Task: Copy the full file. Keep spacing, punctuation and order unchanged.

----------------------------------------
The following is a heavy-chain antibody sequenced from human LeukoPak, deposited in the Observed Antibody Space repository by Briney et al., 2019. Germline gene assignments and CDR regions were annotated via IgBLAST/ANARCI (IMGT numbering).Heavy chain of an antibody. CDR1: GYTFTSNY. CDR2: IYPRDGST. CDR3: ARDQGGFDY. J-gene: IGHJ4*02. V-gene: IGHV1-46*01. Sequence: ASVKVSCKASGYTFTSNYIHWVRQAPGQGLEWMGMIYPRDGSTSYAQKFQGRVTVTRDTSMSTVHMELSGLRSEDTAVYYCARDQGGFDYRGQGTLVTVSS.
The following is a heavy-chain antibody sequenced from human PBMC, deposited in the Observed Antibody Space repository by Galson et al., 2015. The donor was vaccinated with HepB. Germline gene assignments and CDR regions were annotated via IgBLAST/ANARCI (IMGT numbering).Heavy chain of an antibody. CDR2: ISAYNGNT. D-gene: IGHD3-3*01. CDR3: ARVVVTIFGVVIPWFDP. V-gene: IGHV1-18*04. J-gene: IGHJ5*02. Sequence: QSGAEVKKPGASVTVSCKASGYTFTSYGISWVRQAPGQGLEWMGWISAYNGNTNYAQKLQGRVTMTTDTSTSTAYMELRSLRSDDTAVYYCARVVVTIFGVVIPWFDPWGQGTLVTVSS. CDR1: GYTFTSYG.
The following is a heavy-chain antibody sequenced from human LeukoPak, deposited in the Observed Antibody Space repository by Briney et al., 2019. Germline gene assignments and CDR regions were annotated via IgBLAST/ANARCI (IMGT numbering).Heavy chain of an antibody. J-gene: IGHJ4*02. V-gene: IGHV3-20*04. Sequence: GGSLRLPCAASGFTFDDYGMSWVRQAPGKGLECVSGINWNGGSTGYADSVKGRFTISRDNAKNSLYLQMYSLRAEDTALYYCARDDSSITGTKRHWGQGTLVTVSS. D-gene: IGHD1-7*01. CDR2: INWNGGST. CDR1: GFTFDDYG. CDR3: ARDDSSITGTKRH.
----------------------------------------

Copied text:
The following is a heavy-chain antibody sequenced from human LeukoPak, deposited in the Observed Antibody Space repository by Briney et al., 2019. Germline gene assignments and CDR regions were annotated via IgBLAST/ANARCI (IMGT numbering).Heavy chain of an antibody. CDR1: GYTFTSNY. CDR2: IYPRDGST. CDR3: ARDQGGFDY. J-gene: IGHJ4*02. V-gene: IGHV1-46*01. Sequence: ASVKVSCKASGYTFTSNYIHWVRQAPGQGLEWMGMIYPRDGSTSYAQKFQGRVTVTRDTSMSTVHMELSGLRSEDTAVYYCARDQGGFDYRGQGTLVTVSS.
The following is a heavy-chain antibody sequenced from human PBMC, deposited in the Observed Antibody Space repository by Galson et al., 2015. The donor was vaccinated with HepB. Germline gene assignments and CDR regions were annotated via IgBLAST/ANARCI (IMGT numbering).Heavy chain of an antibody. CDR2: ISAYNGNT. D-gene: IGHD3-3*01. CDR3: ARVVVTIFGVVIPWFDP. V-gene: IGHV1-18*04. J-gene: IGHJ5*02. Sequence: QSGAEVKKPGASVTVSCKASGYTFTSYGISWVRQAPGQGLEWMGWISAYNGNTNYAQKLQGRVTMTTDTSTSTAYMELRSLRSDDTAVYYCARVVVTIFGVVIPWFDPWGQGTLVTVSS. CDR1: GYTFTSYG.
The following is a heavy-chain antibody sequenced from human LeukoPak, deposited in the Observed Antibody Space repository by Briney et al., 2019. Germline gene assignments and CDR regions were annotated via IgBLAST/ANARCI (IMGT numbering).Heavy chain of an antibody. J-gene: IGHJ4*02. V-gene: IGHV3-20*04. Sequence: GGSLRLPCAASGFTFDDYGMSWVRQAPGKGLECVSGINWNGGSTGYADSVKGRFTISRDNAKNSLYLQMYSLRAEDTALYYCARDDSSITGTKRHWGQGTLVTVSS. D-gene: IGHD1-7*01. CDR2: INWNGGST. CDR1: GFTFDDYG. CDR3: ARDDSSITGTKRH.